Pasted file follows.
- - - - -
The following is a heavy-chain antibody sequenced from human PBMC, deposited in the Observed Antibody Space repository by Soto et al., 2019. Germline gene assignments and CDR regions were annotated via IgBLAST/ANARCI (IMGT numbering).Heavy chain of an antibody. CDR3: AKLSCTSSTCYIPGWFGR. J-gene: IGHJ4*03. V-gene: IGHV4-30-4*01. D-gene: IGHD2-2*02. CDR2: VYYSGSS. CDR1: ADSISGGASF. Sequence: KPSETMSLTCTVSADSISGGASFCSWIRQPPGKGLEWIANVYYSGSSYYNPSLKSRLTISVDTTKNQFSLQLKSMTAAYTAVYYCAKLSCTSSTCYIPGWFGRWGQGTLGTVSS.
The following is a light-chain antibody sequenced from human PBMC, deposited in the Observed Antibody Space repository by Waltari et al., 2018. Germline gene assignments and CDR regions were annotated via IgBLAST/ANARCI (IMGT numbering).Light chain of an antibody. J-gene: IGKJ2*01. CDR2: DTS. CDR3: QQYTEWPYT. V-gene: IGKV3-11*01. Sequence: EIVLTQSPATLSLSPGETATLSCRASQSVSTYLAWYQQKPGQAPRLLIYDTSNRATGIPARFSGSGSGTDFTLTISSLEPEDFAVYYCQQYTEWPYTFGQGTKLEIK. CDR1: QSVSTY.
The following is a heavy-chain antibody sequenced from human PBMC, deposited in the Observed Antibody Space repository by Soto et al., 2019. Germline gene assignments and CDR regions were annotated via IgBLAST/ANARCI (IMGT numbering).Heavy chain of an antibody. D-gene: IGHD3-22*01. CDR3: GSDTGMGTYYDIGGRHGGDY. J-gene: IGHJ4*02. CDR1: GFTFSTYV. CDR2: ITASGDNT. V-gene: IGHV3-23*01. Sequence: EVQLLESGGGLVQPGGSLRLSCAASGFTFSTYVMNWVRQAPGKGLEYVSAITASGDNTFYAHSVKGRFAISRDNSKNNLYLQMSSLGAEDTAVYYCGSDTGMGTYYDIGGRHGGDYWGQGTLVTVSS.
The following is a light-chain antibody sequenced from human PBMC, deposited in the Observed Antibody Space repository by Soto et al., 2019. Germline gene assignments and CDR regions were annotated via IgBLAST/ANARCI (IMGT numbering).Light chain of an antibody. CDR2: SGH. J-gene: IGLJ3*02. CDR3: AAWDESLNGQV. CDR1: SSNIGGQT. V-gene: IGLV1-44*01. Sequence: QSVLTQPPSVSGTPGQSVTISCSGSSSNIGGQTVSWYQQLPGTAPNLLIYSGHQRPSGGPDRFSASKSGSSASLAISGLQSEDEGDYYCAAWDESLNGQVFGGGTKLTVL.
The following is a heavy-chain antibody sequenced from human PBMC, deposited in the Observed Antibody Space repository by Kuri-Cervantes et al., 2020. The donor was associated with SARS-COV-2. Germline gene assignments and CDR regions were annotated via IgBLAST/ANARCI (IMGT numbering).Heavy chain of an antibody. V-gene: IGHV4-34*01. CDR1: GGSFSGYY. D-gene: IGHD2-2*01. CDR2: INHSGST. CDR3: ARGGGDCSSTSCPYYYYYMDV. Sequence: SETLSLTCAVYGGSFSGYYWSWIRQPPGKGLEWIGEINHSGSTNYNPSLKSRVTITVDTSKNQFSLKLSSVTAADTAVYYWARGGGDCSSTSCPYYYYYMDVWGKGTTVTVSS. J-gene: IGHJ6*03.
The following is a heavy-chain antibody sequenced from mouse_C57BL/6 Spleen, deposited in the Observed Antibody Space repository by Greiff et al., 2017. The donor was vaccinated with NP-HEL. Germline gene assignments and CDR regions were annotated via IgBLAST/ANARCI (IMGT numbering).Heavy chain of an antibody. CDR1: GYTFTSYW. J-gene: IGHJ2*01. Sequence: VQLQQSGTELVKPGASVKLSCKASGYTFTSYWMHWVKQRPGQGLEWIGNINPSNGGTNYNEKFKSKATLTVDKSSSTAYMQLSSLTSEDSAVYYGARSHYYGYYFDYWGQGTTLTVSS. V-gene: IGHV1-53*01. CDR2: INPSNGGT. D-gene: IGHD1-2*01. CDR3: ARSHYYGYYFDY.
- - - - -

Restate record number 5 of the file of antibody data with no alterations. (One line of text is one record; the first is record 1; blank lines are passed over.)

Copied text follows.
The following is a heavy-chain antibody sequenced from human PBMC, deposited in the Observed Antibody Space repository by Kuri-Cervantes et al., 2020. The donor was associated with SARS-COV-2. Germline gene assignments and CDR regions were annotated via IgBLAST/ANARCI (IMGT numbering).Heavy chain of an antibody. V-gene: IGHV4-34*01. CDR1: GGSFSGYY. D-gene: IGHD2-2*01. CDR2: INHSGST. CDR3: ARGGGDCSSTSCPYYYYYMDV. Sequence: SETLSLTCAVYGGSFSGYYWSWIRQPPGKGLEWIGEINHSGSTNYNPSLKSRVTITVDTSKNQFSLKLSSVTAADTAVYYWARGGGDCSSTSCPYYYYYMDVWGKGTTVTVSS. J-gene: IGHJ6*03.